V. parahaemolyticus is also known to harbor different virulence factors such as TDH-related hemolysin (trh) and thermostable direct hemolysin (tdh), adhesins, and two other type III secretions systems, T3SS1 and T3SS2, with varying degree of pathogenicity [124]. They both display similar hemolytic activity in living cells and lead to the lysis of human erythrocytes, most especially in brackish medium [125]. Another known virulence factor found in V. parahaemolyticus is thermolabile haemolysin (TLH) and this is veiled by the TLH gene which is also potent in disrupting red blood cells [126,127]. Studies have shown that both environmental and clinical strains of V. parahaemolyticus are known to express TLH [128], and the gene is considerably coordinated under assumed intestinal infection settings [129]. In addition, V. parahaemolyticus possesses two separate kinds of flagella that are used for reeling, swarming, and producing capsules. These features are envisaged to ensure the survival of strains in the environment, as well as to thrive in the human host.
The mode of action used by V. vulnificus to establish its pathogenicity in a human is reliant on host vulnerability, and this bacterium is considered as an opportunistic pathogen [130]. Generally, V. vulnificus infection in humans arises as a result of consuming improperly cooked seafood or a wound infection from sea water or contaminated fish [130,131]. The invasive nature of V. vulnificus is attributed to its ability to harbor varying multiple virulence factors such as iron availability in the host, the capsular polysaccharide, and a short generation time [132].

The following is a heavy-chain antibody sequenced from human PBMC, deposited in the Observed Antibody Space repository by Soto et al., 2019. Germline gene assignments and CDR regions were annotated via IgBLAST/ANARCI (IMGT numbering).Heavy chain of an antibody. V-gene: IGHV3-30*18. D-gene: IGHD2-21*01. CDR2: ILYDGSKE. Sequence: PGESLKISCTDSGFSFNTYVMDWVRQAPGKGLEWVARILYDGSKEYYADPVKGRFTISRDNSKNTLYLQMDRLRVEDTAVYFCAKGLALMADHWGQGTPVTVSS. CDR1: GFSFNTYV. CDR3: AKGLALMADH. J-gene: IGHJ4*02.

Several studies have described the prominent virulence factor expressed by V. fluvialis as hemolysis, which manifested on sheep blood agar. Different acknowledged virulence factors of V. fluvialis are as follows: cell vacuolation, hemaglutination cell adherence [133,134], mannose sensitive [135], hemolysin [136], cytotonic [137], mucinase [138], heat-labile Cytotoxin [139,140], and cytolysin [141]. Reference [25] discovered that the ability possessed in expressing all the virulence factors by V. fluvialis is not uniform. Generally, Vibrio pathogens thermostable direct haemolysin and cholera toxin are used to define V. parahaemolyticus and V. cholerae, respectively, while within V. vulnificus strains, host proneness appears to be a crucial factor for virulence.

5. Epidemiological Features of Vibrio Species